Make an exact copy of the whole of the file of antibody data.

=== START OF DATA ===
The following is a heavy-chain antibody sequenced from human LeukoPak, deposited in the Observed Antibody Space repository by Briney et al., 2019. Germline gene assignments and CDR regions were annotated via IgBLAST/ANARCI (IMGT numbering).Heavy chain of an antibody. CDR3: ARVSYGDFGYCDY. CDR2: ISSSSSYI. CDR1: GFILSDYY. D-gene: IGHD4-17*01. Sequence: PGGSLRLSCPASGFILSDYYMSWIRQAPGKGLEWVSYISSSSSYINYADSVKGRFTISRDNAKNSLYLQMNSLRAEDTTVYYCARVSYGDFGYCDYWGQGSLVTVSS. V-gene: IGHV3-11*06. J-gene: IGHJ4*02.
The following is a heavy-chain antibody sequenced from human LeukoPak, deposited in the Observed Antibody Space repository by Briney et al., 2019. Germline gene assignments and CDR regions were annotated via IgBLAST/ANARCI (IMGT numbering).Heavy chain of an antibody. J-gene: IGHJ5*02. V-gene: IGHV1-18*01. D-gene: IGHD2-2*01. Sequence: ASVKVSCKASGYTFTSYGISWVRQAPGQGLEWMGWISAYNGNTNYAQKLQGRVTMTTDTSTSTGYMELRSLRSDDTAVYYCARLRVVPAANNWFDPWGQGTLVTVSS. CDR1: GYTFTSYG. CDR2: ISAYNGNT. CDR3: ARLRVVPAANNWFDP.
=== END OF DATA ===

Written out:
The following is a heavy-chain antibody sequenced from human LeukoPak, deposited in the Observed Antibody Space repository by Briney et al., 2019. Germline gene assignments and CDR regions were annotated via IgBLAST/ANARCI (IMGT numbering).Heavy chain of an antibody. CDR3: ARVSYGDFGYCDY. CDR2: ISSSSSYI. CDR1: GFILSDYY. D-gene: IGHD4-17*01. Sequence: PGGSLRLSCPASGFILSDYYMSWIRQAPGKGLEWVSYISSSSSYINYADSVKGRFTISRDNAKNSLYLQMNSLRAEDTTVYYCARVSYGDFGYCDYWGQGSLVTVSS. V-gene: IGHV3-11*06. J-gene: IGHJ4*02.
The following is a heavy-chain antibody sequenced from human LeukoPak, deposited in the Observed Antibody Space repository by Briney et al., 2019. Germline gene assignments and CDR regions were annotated via IgBLAST/ANARCI (IMGT numbering).Heavy chain of an antibody. J-gene: IGHJ5*02. V-gene: IGHV1-18*01. D-gene: IGHD2-2*01. Sequence: ASVKVSCKASGYTFTSYGISWVRQAPGQGLEWMGWISAYNGNTNYAQKLQGRVTMTTDTSTSTGYMELRSLRSDDTAVYYCARLRVVPAANNWFDPWGQGTLVTVSS. CDR1: GYTFTSYG. CDR2: ISAYNGNT. CDR3: ARLRVVPAANNWFDP.